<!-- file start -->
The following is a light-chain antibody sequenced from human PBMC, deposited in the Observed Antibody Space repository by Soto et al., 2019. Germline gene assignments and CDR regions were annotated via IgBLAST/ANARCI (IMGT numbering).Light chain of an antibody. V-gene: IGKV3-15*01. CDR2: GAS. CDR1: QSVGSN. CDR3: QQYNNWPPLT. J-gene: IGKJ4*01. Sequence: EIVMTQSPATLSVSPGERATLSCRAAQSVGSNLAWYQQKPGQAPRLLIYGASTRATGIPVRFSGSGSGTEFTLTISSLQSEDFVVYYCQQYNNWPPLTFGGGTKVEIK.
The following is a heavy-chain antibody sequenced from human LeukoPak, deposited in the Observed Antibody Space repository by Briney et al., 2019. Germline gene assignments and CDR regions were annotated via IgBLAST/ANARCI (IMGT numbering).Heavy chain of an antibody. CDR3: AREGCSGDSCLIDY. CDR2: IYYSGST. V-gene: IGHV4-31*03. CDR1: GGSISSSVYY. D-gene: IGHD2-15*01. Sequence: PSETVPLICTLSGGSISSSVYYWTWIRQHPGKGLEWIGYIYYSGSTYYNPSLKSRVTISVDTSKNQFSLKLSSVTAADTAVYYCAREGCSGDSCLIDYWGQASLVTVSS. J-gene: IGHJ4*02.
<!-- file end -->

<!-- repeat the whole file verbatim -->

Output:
The following is a light-chain antibody sequenced from human PBMC, deposited in the Observed Antibody Space repository by Soto et al., 2019. Germline gene assignments and CDR regions were annotated via IgBLAST/ANARCI (IMGT numbering).Light chain of an antibody. V-gene: IGKV3-15*01. CDR2: GAS. CDR1: QSVGSN. CDR3: QQYNNWPPLT. J-gene: IGKJ4*01. Sequence: EIVMTQSPATLSVSPGERATLSCRAAQSVGSNLAWYQQKPGQAPRLLIYGASTRATGIPVRFSGSGSGTEFTLTISSLQSEDFVVYYCQQYNNWPPLTFGGGTKVEIK.
The following is a heavy-chain antibody sequenced from human LeukoPak, deposited in the Observed Antibody Space repository by Briney et al., 2019. Germline gene assignments and CDR regions were annotated via IgBLAST/ANARCI (IMGT numbering).Heavy chain of an antibody. CDR3: AREGCSGDSCLIDY. CDR2: IYYSGST. V-gene: IGHV4-31*03. CDR1: GGSISSSVYY. D-gene: IGHD2-15*01. Sequence: PSETVPLICTLSGGSISSSVYYWTWIRQHPGKGLEWIGYIYYSGSTYYNPSLKSRVTISVDTSKNQFSLKLSSVTAADTAVYYCAREGCSGDSCLIDYWGQASLVTVSS. J-gene: IGHJ4*02.